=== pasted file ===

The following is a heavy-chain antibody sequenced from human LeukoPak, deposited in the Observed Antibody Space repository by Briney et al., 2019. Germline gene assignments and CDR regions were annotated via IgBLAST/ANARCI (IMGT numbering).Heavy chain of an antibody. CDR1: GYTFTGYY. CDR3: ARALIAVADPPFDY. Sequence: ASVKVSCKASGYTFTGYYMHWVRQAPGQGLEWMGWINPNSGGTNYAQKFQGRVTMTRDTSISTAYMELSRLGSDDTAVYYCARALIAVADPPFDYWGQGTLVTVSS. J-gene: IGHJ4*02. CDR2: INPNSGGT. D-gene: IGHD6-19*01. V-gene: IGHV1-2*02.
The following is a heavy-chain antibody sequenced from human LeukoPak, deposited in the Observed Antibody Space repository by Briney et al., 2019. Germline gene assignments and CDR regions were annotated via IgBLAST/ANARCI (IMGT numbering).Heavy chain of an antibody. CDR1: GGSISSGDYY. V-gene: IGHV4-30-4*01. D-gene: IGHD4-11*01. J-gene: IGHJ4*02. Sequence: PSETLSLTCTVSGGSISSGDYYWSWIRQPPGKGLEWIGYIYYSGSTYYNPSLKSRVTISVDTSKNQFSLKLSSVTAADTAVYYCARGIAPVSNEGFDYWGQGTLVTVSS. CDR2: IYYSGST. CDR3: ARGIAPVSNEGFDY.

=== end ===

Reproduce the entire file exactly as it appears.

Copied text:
The following is a heavy-chain antibody sequenced from human LeukoPak, deposited in the Observed Antibody Space repository by Briney et al., 2019. Germline gene assignments and CDR regions were annotated via IgBLAST/ANARCI (IMGT numbering).Heavy chain of an antibody. CDR1: GYTFTGYY. CDR3: ARALIAVADPPFDY. Sequence: ASVKVSCKASGYTFTGYYMHWVRQAPGQGLEWMGWINPNSGGTNYAQKFQGRVTMTRDTSISTAYMELSRLGSDDTAVYYCARALIAVADPPFDYWGQGTLVTVSS. J-gene: IGHJ4*02. CDR2: INPNSGGT. D-gene: IGHD6-19*01. V-gene: IGHV1-2*02.
The following is a heavy-chain antibody sequenced from human LeukoPak, deposited in the Observed Antibody Space repository by Briney et al., 2019. Germline gene assignments and CDR regions were annotated via IgBLAST/ANARCI (IMGT numbering).Heavy chain of an antibody. CDR1: GGSISSGDYY. V-gene: IGHV4-30-4*01. D-gene: IGHD4-11*01. J-gene: IGHJ4*02. Sequence: PSETLSLTCTVSGGSISSGDYYWSWIRQPPGKGLEWIGYIYYSGSTYYNPSLKSRVTISVDTSKNQFSLKLSSVTAADTAVYYCARGIAPVSNEGFDYWGQGTLVTVSS. CDR2: IYYSGST. CDR3: ARGIAPVSNEGFDY.